Every single project is different in terms of what type of rehearsal you would want and how much time you need. But in general you need some type of experience to make the actors become really familiar and comfortable with each other and within the dynamics of the relationships. This doesn’t have to be done with the actual scripted scene. For instance if you had a brother and sister in a film, you could do a lot of improvs with them having different experiences as brother and sister. That’s another way to create “roots.” Or if you have a character who’s never met anyone before, then you might want to keep them isolated and just work with them on the backstory of their character and then they just meet fresh the people for real.
Any tips for low budget filmmakers working with amateur actors?
All the same things that work or don’t work with actors apply to non-actors. I think the critical thing is in the casting process, making sure that the person can connect emotionally and be active in pursuing what they want in a scene. I am a big fan of Bob Fosse and a couple of years ago I was consulting on a film that Alan Heim, the editor from All That Jazz was editing. I got to spend some time with him and I was asking him how Bob Fosse worked with actors. Alan told me that in All That Jazz there’s a subplot where the main character is in an editing room with his editor. And it turns out that Bob had cast his real editor to play the part. And they shot the scene and when they were looking at it in the real editing room, the acting was terrible. Bob was getting very agitated and upset watching the footage. Finally Alan said “Bob, it’s ok, I’m not an actor.” And Bob said: “No, but you are a human being. I should be able to get a performance out of a human being.”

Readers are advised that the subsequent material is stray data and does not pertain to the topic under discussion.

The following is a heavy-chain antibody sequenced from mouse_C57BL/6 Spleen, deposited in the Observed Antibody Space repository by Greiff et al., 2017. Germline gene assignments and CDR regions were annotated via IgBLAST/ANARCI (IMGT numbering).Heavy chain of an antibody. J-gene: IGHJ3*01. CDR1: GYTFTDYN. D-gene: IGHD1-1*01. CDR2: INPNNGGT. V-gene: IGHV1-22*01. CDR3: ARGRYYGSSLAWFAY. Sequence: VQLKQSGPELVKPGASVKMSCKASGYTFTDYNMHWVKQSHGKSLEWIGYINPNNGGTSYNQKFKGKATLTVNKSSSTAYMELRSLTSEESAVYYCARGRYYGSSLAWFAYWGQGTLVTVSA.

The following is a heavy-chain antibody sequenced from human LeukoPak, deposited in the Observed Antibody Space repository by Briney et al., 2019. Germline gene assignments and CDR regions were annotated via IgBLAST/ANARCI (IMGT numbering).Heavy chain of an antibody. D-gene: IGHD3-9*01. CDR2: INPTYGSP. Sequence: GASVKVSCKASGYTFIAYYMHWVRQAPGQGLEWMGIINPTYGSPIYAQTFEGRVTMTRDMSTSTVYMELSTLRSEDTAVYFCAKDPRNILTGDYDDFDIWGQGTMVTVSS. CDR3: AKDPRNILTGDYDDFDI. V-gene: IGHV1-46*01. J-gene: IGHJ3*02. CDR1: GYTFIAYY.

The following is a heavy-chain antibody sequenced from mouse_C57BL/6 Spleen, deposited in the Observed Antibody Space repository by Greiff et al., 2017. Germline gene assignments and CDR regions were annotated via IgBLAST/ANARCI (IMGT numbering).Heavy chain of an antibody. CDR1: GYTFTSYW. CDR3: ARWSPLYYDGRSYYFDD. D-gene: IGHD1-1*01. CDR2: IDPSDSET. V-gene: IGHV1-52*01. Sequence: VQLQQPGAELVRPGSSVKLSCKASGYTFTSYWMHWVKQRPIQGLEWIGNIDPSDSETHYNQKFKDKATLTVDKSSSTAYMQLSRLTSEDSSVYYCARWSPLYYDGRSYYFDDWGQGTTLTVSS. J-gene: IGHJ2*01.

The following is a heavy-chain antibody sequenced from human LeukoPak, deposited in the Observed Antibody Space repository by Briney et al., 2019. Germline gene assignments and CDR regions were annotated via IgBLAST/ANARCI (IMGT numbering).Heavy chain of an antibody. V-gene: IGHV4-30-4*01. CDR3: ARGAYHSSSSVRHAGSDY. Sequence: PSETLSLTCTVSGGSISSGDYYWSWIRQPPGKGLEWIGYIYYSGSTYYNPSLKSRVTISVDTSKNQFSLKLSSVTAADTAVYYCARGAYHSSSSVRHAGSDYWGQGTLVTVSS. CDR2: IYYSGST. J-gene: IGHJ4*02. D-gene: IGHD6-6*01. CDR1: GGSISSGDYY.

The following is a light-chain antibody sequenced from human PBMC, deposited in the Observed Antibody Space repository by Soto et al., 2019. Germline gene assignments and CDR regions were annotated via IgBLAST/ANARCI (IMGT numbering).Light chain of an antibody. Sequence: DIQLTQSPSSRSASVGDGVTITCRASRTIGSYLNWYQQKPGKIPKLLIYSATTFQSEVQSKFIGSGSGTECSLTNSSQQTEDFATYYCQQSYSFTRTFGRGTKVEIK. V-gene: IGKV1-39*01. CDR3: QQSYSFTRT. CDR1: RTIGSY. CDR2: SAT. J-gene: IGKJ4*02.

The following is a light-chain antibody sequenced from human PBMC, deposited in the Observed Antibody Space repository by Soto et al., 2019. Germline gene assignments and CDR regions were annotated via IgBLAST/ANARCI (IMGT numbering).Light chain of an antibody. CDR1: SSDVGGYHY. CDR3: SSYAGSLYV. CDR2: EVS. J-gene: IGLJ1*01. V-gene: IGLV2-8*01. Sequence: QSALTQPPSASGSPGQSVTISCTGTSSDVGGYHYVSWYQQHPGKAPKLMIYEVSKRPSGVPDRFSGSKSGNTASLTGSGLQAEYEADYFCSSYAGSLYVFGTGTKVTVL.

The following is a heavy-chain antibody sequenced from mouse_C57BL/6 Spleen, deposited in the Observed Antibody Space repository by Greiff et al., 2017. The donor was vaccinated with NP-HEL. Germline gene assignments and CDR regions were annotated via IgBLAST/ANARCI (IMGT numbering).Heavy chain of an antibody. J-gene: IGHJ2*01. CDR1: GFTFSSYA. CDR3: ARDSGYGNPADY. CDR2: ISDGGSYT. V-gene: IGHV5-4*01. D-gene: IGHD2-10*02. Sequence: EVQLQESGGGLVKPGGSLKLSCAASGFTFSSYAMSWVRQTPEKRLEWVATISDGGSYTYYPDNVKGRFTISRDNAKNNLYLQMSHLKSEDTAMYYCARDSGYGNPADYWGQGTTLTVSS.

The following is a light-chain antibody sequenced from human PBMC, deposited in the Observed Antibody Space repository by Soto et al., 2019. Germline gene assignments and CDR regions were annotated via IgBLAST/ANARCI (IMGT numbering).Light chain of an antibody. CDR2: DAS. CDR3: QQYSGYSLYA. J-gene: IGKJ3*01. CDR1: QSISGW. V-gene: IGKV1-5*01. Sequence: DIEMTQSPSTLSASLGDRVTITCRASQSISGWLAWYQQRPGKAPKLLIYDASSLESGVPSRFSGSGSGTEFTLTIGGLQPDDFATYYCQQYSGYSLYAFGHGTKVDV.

No matter what problem you have with an actor, you can count on the fact that they are a human being. So if you can connect to that person and get them to connect to their humanity you can get a really beautiful moment from that scene.
What are some of the resources you offer as an advisor?
Sometimes people hire me to help them prep for specific difficult scenes or a particular character relation. But sometimes I’ve come on board for the whole project where I’ve done consulting and casting. I also help with the screenplay, making the screenplay become more compelling for actors. A lot of the same tools for making a scene work for actors have the same application to writing. Sometimes a scene lacks clear conflict, stakes or escalation. So it can become very difficult to act that scene well. A lot of the time I’ll work with the director to re-write the script and make it more emotionally accessible. I’ll also help with prep. Coming up with compelling and applicable backstories; what led this person to the place they are. Some project I’ve even been consulting in the editing room. It changes depending on each project.
Lorena Alvarado / Film Independent Blogger